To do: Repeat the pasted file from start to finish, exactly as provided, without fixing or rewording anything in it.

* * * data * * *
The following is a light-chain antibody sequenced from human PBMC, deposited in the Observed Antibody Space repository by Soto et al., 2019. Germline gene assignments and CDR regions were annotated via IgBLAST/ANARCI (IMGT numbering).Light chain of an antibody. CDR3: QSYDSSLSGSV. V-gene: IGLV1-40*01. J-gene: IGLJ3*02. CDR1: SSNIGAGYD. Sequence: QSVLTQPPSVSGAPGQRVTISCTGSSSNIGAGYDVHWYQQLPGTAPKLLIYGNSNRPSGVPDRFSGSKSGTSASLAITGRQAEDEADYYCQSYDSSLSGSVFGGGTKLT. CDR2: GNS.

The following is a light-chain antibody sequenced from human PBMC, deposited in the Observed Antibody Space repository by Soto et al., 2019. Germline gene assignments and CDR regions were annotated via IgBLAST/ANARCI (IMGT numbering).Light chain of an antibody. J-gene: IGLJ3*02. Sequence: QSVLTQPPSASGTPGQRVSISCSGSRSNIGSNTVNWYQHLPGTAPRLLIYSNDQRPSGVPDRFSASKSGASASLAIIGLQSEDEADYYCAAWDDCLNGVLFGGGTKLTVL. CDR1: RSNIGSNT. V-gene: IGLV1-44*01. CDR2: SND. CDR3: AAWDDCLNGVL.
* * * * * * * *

The following is a light-chain antibody sequenced from human PBMC, deposited in the Observed Antibody Space repository by Soto et al., 2019. Germline gene assignments and CDR regions were annotated via IgBLAST/ANARCI (IMGT numbering).Light chain of an antibody. CDR3: QSYDSSLSGSV. V-gene: IGLV1-40*01. J-gene: IGLJ3*02. CDR1: SSNIGAGYD. Sequence: QSVLTQPPSVSGAPGQRVTISCTGSSSNIGAGYDVHWYQQLPGTAPKLLIYGNSNRPSGVPDRFSGSKSGTSASLAITGRQAEDEADYYCQSYDSSLSGSVFGGGTKLT. CDR2: GNS.

The following is a light-chain antibody sequenced from human PBMC, deposited in the Observed Antibody Space repository by Soto et al., 2019. Germline gene assignments and CDR regions were annotated via IgBLAST/ANARCI (IMGT numbering).Light chain of an antibody. J-gene: IGLJ3*02. Sequence: QSVLTQPPSASGTPGQRVSISCSGSRSNIGSNTVNWYQHLPGTAPRLLIYSNDQRPSGVPDRFSASKSGASASLAIIGLQSEDEADYYCAAWDDCLNGVLFGGGTKLTVL. CDR1: RSNIGSNT. V-gene: IGLV1-44*01. CDR2: SND. CDR3: AAWDDCLNGVL.